Intended for healthcare professionals

Rapid response to:

Editor's Choice

Nutrition matters

BMJ 2014; 349 doi: (Published 27 November 2014) Cite this as: BMJ 2014;349:g7255

Rapid Response:

It's linoleic acid intake that matters

"And the World Obesity Federation and UK Health Forum have joined forces to call on the World Health Organization to establish a global framework treaty similar to the treaty on tobacco control, to reduce saturated fats, added sugar, and salt in food and to control the marketing of highly processed foods."

"There is certainly a strong argument that an overreliance in public health on saturated fat as the main dietary villain for cardiovascular disease has distracted from the risks posed by other nutrients such as carbohydrates. Yet replacing one caricature with another does not feel like a solution. It is plausible that both can be harmful or indeed that the relationship between diet and cardiovascular risk is more complex than a series of simple relationships with the proportions of individual macronutrients."(1)

Having followed the saturated fat debate since the early 1980s, I find it disturbing that there is still considerable confusion regarding the nutritional roots of obesity as well as various noncommunicable diseases linked to fat intake. As far as I can tell, saturated fats appear to be benign over a wide range of intakes as long as they are consumed in the context of adequate supportive nutrition. (2)
In contrast, linoleic acid appears to be toxic when intake exceeds 1 to 2% of total energy intake.(3) Yet only an handful of scientists seem to be paying attention to the linoleic acid literature. "The incidence of obesity in the U.S. has increased from 15% to 35% in the last 40 years and is expected to rise to 42% by 2030. Paralleling this increase in obesity are a number of dietary changes, most pronounced of which is a >1000 fold increase in consumption of soybean oil from 0.01 to11.6 kg/yr/capita from 1909-1999: soybean oil consists of 50-60% linoleic acid (LA), so the energy intake from LA has increased from 2% to >7%/day.(4)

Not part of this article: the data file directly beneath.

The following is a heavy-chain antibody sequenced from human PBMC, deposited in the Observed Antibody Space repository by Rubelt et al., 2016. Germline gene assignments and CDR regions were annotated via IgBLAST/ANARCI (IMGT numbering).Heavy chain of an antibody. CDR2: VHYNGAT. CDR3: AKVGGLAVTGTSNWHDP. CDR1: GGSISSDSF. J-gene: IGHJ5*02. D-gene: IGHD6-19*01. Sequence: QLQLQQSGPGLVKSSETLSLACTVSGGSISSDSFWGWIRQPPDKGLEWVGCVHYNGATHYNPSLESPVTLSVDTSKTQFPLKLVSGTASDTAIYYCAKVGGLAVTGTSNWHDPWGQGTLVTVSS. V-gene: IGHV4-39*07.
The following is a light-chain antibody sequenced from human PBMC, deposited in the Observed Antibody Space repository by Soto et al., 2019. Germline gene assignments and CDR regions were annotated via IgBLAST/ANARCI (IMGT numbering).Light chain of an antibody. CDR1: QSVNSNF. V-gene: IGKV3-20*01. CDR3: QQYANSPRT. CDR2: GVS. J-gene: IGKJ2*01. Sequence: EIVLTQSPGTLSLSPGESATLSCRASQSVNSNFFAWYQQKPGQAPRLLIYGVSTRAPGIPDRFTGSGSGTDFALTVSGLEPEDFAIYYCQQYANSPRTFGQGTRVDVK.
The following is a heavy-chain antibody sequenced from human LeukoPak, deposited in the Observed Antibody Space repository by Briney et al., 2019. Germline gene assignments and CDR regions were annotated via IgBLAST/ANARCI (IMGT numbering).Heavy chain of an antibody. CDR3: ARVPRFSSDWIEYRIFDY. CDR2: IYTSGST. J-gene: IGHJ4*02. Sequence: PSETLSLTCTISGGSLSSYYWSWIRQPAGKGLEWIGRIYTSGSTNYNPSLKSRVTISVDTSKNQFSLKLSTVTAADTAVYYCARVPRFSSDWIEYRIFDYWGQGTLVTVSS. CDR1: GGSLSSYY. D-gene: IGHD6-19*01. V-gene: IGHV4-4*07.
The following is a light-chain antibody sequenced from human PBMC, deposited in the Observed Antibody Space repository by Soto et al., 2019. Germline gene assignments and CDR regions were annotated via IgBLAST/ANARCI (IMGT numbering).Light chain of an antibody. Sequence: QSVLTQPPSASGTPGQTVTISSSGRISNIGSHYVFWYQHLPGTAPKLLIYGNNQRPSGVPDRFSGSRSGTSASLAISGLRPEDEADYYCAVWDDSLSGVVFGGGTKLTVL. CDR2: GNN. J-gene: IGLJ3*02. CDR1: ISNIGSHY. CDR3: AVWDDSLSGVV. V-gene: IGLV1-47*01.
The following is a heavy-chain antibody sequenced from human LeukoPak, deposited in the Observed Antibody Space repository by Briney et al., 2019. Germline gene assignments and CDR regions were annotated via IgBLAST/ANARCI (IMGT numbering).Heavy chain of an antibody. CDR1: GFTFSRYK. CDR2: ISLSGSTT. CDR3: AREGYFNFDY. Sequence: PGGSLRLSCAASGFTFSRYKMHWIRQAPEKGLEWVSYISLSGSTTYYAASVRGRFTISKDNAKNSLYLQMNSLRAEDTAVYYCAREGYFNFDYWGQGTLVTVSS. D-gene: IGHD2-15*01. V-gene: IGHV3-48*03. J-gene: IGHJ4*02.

The rationale for restricting saturated fat intake is based on its cholesterol-raising effects. Myristic acid is considered the worst offender because it has the greatest impact on LDL and total cholesterol. "Bovine milk fat contains 8–14% myristic acid (14:0), and in human milk, myristic acid averages 8.6% of milk fat. As stated above, myristic acid is one of the major saturated fatty acids that have been associated with an increased risk of CAD, and human epidemiologic studies have shown that myristic acid and lauric acid are the saturated fatty acids most strongly related to average serum cholesterol concentrations. However, in healthy subjects, although myristic acid is hypercholesterolemic, it increased both LDL- and HDL-cholesterol concentrations compared with oleic acid ."(5)

Interestingly, there is research indicating that higher intakes of myristic acid may in fact be beneficial. "... dietary myristic acid, C14:0, was positively correlated with its plasma fatty acid... The saturated fat, myristic acid, was inversely related to both trunk and total body fat in the regression models."(6)

High LDL cholesterol may be important for preserving muscle mass. "Riechman and colleagues examined 52 adults from ages to 60 to 69 who were in generally good health but not physically active. The study showed that after fairly vigorous workouts, participants who had gained the most muscle mass also had the highest levels of LDL (bad) cholesterol, 'a very unexpected result and one that surprised us.'''

From what can be gleaned from linoleic acid research (8), advice to swap saturated fat and carbohydrates for linoleic acid (9) makes no sense. It's even worse to say this: "Omega-6 fatty acids lower LDL cholesterol (the 'bad' cholesterol) and reduce inflammation, and they are protective against heart disease. So both omega-6 and omega-3 fatty acids are healthy. While there is a theory that omega-3 fatty acids are better for our health than omega-6 fatty acids, this is not supported by the latest evidence. Thus the omega-3 to omega-6 ratio is basically the 'good divided by the good,' so it is of no value in evaluating diet quality or predicting disease."(10)


Competing interests: No competing interests

14 April 2015
David E. Brown
Retired carpenter
1925 Belmar Dr, Kalispell, Montana, United States